Inspiring motivation and building trust are always important. In a work world that is suddenly changing with many unknowns and anxieties, it is essential. You can quickly bring those three essential ingredients of motivation into your regular conversations with each team member. The key is keeping them in balance. Think of the three actions as representing the sides of an equilateral triangle. A few years ago, I was working with a new manager, Michael. He was excited about his role and found great purpose in it. Michael was also on a steep learning curve and needed to develop several new skills to be successful. In the early days of his role, he often pushed back on my coaching and what he saw as hand-holding. When I demonstrated (by allowing him to make a few mistakes) that my goal wasn’t to micromanage but to help him to successfully navigate his learning curve and then give him the full freedom to lead, Michael understood the importance of balance. With a little practice, you’ll find the motivational triangle to be a useful framework for conversations with team members. Especially when those happen over a video call. During my nearly eight years in Asia with HP, most team meetings and discussions with team members were remote. Keeping people motivated and building trust when you’re limited to a few in-person meetings a year is a challenge. By regularly talking with people about their sense of purpose; making sure that they were getting the training and support to achieve that purpose; and that they felt that they had the freedom to pursue it, those conversations can be enjoyable and productive.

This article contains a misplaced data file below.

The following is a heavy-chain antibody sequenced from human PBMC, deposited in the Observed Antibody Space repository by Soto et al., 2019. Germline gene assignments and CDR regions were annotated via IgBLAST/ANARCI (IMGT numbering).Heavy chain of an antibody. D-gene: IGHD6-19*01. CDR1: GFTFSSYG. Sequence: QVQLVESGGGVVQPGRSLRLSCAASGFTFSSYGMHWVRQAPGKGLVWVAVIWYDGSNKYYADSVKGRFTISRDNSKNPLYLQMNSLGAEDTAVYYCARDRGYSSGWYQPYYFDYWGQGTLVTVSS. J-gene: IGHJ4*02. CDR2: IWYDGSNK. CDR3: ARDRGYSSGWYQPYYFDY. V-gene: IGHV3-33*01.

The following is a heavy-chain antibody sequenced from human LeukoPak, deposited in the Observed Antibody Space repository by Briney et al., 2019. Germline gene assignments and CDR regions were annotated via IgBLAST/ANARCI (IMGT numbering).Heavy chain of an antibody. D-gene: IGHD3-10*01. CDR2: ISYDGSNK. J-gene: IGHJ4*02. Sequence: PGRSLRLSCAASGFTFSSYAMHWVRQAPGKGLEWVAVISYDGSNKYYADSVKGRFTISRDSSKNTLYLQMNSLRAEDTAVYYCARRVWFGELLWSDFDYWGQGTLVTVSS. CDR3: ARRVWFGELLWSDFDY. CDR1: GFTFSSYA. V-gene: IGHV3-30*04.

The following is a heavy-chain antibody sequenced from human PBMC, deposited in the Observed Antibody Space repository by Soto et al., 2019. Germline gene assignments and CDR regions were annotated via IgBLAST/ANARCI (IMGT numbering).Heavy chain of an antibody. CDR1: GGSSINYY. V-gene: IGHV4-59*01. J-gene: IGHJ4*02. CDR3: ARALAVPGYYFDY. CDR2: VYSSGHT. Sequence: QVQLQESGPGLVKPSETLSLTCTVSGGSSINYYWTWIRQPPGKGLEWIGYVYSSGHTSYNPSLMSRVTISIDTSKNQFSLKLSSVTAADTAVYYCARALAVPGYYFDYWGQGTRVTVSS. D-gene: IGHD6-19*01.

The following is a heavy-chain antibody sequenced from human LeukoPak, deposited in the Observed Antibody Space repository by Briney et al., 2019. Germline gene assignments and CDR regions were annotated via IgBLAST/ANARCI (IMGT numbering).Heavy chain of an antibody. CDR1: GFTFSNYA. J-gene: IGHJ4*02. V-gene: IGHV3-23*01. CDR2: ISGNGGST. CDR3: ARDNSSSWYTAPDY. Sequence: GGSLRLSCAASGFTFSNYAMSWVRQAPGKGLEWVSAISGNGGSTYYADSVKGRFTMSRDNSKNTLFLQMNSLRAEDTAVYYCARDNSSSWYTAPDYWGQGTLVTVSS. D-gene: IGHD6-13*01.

Inspiring Every Day

Inspiring motivation and building trust are always important. In a work world that is suddenly changing with many unknowns and anxieties, it is essential. When you help people find purpose and align it with the goals of your team and organization, invest in their skills to realize that purpose, and then give them the freedom to pursue it, you’ll unlock energy and foster higher engagement and improved performance. Equally importantly, by keeping your approach human, simple, and balanced, your people won’t have to imagine a world in which they wake up looking forward to their work, have a great day working with great people and finish their day fulfilled. They’ll live it. Now that is inspiring!


Dr. Jeb S. Hurley
Dr. Jeb S. Hurley
Dr. Hurley, the co-founder of Xmetryx, has deep expertise in team science and team leader development, and his passion is inspiring leaders to craft extraordinary teams. Jeb’s career journey began on new product innovation teams in Europe and Asia. This led to GM / VP and CEO roles at companies ranging from Fortune 500 to VC backed startups, as well as co-founding 3 software companies. After nearly 30 years in VP, GM, and CEO roles, Dr. Hurley spent five years walking in the shoes of today's team leaders while earning his doctorate in leadership. He experienced what was and wasn't working on the front lines and combined his research with insights from the best minds in the field of team science. His TRM workshop is based upon his groundbreaking research into human motivation, employee engagement, and team performance. Jeb regularly speaks and writes about team leadership and improving employee wellbeing and is the author of Team Relationship Management: The Art of Crafting Extraordinary Teams, as well as The ONE Habit: The Ultimate Guide to Increasing Engagement & Building Highly-Effective Teams. Jeb has published over 50 articles on team leadership and is a Columnist and Featured Contributor for BIZCATALYST 360°. See Jeb's full bio, and connect with him, on LinkedIn.